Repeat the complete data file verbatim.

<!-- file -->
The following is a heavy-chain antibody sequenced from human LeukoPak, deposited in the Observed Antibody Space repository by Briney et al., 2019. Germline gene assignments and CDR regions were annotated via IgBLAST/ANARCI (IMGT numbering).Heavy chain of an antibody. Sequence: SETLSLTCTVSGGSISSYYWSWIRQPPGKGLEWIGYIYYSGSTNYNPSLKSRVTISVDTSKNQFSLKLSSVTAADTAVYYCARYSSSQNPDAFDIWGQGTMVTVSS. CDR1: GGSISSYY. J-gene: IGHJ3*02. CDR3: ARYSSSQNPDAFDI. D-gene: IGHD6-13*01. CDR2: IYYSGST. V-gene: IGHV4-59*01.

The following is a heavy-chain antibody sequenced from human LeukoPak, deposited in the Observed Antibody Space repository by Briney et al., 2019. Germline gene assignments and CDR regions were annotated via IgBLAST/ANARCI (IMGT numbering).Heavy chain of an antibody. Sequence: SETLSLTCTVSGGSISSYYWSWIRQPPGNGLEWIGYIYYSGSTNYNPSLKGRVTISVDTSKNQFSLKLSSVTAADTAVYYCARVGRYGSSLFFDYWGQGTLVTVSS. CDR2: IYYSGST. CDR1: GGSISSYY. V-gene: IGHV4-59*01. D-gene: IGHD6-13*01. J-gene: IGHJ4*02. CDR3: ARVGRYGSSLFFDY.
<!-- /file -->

The following is a heavy-chain antibody sequenced from human LeukoPak, deposited in the Observed Antibody Space repository by Briney et al., 2019. Germline gene assignments and CDR regions were annotated via IgBLAST/ANARCI (IMGT numbering).Heavy chain of an antibody. Sequence: SETLSLTCTVSGGSISSYYWSWIRQPPGKGLEWIGYIYYSGSTNYNPSLKSRVTISVDTSKNQFSLKLSSVTAADTAVYYCARYSSSQNPDAFDIWGQGTMVTVSS. CDR1: GGSISSYY. J-gene: IGHJ3*02. CDR3: ARYSSSQNPDAFDI. D-gene: IGHD6-13*01. CDR2: IYYSGST. V-gene: IGHV4-59*01.

The following is a heavy-chain antibody sequenced from human LeukoPak, deposited in the Observed Antibody Space repository by Briney et al., 2019. Germline gene assignments and CDR regions were annotated via IgBLAST/ANARCI (IMGT numbering).Heavy chain of an antibody. Sequence: SETLSLTCTVSGGSISSYYWSWIRQPPGNGLEWIGYIYYSGSTNYNPSLKGRVTISVDTSKNQFSLKLSSVTAADTAVYYCARVGRYGSSLFFDYWGQGTLVTVSS. CDR2: IYYSGST. CDR1: GGSISSYY. V-gene: IGHV4-59*01. D-gene: IGHD6-13*01. J-gene: IGHJ4*02. CDR3: ARVGRYGSSLFFDY.